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India: Political will needed to end violence against women

A series of recommendations to curb violence against women in India in the wake of the rape and murder of a 23-year-old woman, will require strong political action and judicial will if they are to be turned into reality, Amnesty International said today.

A panel led by the former Chief Justice of India, J S Verma, appointed by the Indian authorities in December following widespread protests against the rape and killing of a young woman in Delhi, made public its recommendations yesterday.

Key points included comprehensive changes to laws dealing with crimes of sexual violence, and key judicial and police reforms to ensure transparency and accountability in those institutions, as well as a reiteration of the rights guaranteed to women under India’s Constitution.

Head of Education for Rights at Amnesty International India, Tara Rao, said:

“The Indian authorities must follow up on their promise to give top priority to considering the Verma Committee recommendations. The Government must also actively initiate public education and other measures that need to be taken to change discriminatory attitudes towards women.

“The calls for review of the Armed Forces Special Powers Act are very welcome – this is a ‘lawless law’ that is only increasing frustrations and suffering among people in the areas of conflict. Amnesty International has consistently demanded the repeal of this legislation.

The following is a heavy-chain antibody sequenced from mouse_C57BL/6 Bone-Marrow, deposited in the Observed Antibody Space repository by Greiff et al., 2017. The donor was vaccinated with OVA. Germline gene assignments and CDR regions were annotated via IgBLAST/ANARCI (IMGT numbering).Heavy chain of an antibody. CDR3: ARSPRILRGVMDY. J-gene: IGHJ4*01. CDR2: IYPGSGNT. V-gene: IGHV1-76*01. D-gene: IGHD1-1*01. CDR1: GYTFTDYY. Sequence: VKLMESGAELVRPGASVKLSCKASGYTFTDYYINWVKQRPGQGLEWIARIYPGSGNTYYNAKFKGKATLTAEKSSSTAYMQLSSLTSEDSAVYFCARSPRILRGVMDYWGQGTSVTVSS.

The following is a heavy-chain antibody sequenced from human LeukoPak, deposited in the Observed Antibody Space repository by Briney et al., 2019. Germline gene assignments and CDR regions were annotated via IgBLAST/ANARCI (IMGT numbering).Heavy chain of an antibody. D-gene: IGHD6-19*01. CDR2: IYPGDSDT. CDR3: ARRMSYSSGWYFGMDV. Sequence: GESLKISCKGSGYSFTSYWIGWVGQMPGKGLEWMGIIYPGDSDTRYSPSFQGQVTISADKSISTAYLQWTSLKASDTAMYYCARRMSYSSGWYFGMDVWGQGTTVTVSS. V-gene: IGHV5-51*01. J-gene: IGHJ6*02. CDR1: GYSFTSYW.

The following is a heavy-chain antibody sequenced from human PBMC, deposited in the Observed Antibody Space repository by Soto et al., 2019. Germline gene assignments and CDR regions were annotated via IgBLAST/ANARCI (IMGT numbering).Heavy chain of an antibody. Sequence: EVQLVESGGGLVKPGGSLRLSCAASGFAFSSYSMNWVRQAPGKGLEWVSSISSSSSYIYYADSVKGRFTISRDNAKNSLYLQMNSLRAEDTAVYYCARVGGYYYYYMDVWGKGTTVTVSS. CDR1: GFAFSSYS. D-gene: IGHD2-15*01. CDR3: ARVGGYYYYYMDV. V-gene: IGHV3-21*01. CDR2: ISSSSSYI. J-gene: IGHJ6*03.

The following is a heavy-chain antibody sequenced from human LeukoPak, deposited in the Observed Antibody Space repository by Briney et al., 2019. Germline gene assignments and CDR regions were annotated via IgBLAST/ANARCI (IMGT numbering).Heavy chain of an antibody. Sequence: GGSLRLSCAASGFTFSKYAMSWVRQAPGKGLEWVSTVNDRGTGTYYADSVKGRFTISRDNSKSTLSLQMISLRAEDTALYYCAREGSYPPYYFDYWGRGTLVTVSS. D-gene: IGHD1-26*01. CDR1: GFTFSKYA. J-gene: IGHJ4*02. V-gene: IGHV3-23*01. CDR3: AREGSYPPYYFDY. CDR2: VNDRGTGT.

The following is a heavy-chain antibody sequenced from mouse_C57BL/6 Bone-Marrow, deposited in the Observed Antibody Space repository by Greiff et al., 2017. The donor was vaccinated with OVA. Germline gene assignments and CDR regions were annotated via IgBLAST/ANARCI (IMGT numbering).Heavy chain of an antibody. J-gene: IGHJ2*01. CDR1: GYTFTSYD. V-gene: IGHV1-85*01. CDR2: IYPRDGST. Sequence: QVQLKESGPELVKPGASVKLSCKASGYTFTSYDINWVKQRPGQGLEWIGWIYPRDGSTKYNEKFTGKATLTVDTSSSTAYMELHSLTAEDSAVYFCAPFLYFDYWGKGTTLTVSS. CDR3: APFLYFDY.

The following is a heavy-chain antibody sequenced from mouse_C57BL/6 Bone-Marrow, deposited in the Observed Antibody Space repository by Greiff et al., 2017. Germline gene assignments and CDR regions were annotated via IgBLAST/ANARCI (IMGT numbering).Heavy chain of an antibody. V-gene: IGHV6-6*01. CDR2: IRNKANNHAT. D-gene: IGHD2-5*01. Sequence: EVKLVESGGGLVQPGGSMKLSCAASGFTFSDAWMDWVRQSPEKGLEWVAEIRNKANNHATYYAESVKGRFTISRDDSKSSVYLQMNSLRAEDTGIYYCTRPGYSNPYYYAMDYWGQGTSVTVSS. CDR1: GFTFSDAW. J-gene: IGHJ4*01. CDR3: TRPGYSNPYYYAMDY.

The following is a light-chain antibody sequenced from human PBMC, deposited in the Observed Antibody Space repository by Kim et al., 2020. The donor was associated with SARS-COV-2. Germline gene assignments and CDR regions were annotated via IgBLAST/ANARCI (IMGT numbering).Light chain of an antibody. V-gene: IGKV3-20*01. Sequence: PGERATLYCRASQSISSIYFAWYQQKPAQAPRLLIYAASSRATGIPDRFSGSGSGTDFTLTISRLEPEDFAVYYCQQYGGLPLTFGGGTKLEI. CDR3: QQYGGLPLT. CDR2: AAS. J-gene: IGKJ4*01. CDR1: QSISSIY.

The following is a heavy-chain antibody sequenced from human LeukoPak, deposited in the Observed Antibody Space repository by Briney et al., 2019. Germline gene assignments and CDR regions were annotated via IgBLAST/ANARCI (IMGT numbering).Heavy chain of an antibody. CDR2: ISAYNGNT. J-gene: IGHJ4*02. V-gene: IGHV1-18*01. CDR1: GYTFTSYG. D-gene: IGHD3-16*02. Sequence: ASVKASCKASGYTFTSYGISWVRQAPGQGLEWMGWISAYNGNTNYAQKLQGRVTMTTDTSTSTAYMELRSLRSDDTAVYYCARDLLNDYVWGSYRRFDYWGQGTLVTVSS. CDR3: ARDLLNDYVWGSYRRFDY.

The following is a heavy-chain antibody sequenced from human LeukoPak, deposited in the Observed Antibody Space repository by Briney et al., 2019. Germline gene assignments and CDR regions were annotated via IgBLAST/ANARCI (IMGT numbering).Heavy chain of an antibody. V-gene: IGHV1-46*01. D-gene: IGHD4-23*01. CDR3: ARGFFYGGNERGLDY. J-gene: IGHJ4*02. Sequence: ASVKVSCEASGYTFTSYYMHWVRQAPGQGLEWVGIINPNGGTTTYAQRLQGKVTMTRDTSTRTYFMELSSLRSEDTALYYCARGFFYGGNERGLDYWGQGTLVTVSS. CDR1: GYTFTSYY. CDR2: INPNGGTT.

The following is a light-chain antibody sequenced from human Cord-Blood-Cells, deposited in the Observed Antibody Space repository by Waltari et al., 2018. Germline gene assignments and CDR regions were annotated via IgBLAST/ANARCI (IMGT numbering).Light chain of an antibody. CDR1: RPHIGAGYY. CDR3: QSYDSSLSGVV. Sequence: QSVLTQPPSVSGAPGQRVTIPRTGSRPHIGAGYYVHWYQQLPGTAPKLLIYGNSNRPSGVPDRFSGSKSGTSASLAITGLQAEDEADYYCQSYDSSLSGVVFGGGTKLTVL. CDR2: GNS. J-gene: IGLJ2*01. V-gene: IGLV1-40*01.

“The recommendation to appoint special commissioners to monitor and initiate action for redress and criminal prosecution in all cases of sexual violence against women by armed personnel in conflict areas in particular, need to be studied in detail.”

The Verma panel’s comprehensive report covered a number of proposed reforms including:

  • A  review of existing legislation and practices affording impunity for members of police accused of torture and violence against women in custody
  • Expanding the definition of rape to include marital rape
  • Making rape laws gender neutral to include the rape of men and transgender individuals
  • Framing a new protocol for medical examination of victims of sexual violence and their treatment during trial procedures
  • Replacing outdated notions of outraging of ‘modesty’ with the crime of sexual assault
  • Punishment of officials failing to report or register crimes of sexual violence
  • Revising laws on trafficking aiming to bring them in line with international standards; and
  • a review of existing practices to trace those who may have been victims of trafficking

The panel also recommended an urgent review of the Armed Forces Special Powers Act (AFSPA) - the draconian law that guarantees impunity for members of the armed forces accused of violence against women in conflict areas, including in Jammu and Kashmir and north-eastern states.

Most reforms proposed by the Verma Committee are positive, but some may raise concern with respect to international human rights law. Amnesty is particularly concerned that the committee appears to say that persons sentenced to life imprisonment should not have any possibility of release. Any such provision would amount to cruel, inhuman or degrading punishment.

Tara Rao said:

“Instead of pushing for harsh punishment for the few convicted, it is more important to keep the focus on reforming the systems of reporting of incidents, investigation, prosecution and sentencing. That will help to address the frustration at those responsible for rape and other sexual violence escaping justice.”

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